In a major development that could change scientists’ understanding of the universe, the sun, the star at the center of our solar system, may not be as big as we think. According to a report by science alertTwo astronomers have found evidence that the sun’s radius is several hundredths of a percent narrower than previous analyzes showed.
The new discovery, currently under peer review, is based on sound waves generated and trapped inside the Sun’s hot plasma, known as “pressure” or p-modes.Papers that explain these in detail The findings were published on arXiv.
Astrophysicists Masao Takada from the University of Tokyo and Douglas Goff from the University of Cambridge explained that p-mode oscillations provide a “dynamically more robust” view of the Sun’s interior compared to other oscillating sound waves. To understand this better, you can imagine that the sun is like a bell ringing as it is struck by tiny grains of sand. That ground motion generates millions of vibrational sound waves, including p-waves, g-modes, and f-modes.
F-mode is the mode traditionally used to measure the seismic radius of the Sun. However, scientists have discovered that they are not completely reliable because they do not extend to the edge of the sun’s photosphere. Rather, p-mode is more useful because it reaches farther and is less affected by magnetic fields and turbulence in the upper boundary layer of the Sun’s convective zone.
“Analysis of f-mode frequencies yields measurements of the Sun’s radius that are several hundredths of a percent smaller than the radius of the photosphere determined by direct optical measurements,” the paper’s introduction says. has been written. Part of this difference lies in the realization that it is primarily density variations well below the star’s photosphere, rather than aspects of radiant intensity, that determine the structure of these essentially adiabatic vibrational modes. You can understand it. ”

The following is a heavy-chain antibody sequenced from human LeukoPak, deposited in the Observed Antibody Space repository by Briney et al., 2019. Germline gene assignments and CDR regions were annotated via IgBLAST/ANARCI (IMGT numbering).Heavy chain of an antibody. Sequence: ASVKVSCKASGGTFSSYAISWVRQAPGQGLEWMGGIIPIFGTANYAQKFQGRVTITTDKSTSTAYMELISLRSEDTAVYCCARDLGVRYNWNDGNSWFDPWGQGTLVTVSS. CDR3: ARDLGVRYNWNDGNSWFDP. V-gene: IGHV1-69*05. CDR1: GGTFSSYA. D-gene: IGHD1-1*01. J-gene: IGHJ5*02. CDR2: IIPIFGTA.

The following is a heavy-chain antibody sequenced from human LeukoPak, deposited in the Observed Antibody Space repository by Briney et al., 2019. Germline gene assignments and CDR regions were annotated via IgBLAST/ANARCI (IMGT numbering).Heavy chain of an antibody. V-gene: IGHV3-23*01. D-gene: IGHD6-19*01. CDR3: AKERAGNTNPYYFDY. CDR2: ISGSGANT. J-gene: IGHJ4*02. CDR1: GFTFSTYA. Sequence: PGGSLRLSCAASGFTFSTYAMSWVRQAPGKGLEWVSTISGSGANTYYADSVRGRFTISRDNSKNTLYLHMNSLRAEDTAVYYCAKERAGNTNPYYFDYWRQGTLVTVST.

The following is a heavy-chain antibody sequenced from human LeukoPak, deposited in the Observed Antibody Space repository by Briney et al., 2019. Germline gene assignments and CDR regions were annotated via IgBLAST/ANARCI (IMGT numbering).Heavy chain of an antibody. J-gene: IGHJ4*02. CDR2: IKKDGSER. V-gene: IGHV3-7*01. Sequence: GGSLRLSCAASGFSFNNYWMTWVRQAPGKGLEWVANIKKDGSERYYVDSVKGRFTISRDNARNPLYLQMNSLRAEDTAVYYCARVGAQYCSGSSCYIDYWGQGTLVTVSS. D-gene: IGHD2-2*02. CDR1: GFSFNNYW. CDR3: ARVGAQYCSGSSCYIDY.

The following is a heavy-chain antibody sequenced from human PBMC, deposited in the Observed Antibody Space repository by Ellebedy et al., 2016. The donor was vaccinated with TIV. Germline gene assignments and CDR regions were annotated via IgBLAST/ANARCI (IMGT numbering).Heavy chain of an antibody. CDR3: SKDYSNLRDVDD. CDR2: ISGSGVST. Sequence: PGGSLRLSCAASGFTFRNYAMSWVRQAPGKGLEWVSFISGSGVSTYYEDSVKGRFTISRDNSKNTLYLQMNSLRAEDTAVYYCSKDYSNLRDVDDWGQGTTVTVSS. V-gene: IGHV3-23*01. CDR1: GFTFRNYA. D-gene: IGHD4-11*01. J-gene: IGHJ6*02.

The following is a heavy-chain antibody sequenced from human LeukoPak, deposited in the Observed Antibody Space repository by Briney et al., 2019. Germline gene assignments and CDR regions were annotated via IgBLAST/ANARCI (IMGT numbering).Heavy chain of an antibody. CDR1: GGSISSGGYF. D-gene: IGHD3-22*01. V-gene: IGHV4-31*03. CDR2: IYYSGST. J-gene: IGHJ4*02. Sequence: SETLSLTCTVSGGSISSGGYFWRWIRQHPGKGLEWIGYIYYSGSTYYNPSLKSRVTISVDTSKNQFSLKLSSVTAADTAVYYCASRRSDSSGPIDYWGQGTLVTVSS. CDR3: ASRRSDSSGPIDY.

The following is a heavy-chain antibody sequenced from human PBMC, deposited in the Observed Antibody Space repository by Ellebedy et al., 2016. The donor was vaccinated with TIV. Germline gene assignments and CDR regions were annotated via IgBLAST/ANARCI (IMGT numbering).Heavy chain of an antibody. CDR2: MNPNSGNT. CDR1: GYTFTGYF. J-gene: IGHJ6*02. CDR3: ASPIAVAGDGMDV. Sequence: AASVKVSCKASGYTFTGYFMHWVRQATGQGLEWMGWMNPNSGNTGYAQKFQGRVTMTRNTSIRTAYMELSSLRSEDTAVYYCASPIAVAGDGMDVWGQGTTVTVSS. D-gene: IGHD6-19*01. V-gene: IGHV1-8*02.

Both scientists now argue that p-mode should be used to measure the radius of the sun. Their calculations using only p-mode frequencies suggest that the Sun’s photosphere radius is very slightly smaller than in standard solar models.
In this paper, we attempt to shed further light on this issue by considering an alternatively defined and dynamically more robust seismic radius, namely one determined from the p-mode frequency. This radius is calibrated by the distance from the center of the Sun to the location in the subphotospheric layer where the first derivative of the density scale height varies essentially discontinuously. We see that its radius is more or less consistent with that suggested by the f mode.
Additionally, the interpretation of the radius inferred from the p-modes allows for a deeper understanding of the role of the total mass constraint in structural inversion. “This allows us to reinterpret the sonic reversal and suggests that the location of the photosphere and adiabatic stratification within the convective envelope differs non-homologously from that of the standard solar model,” the study said. ing.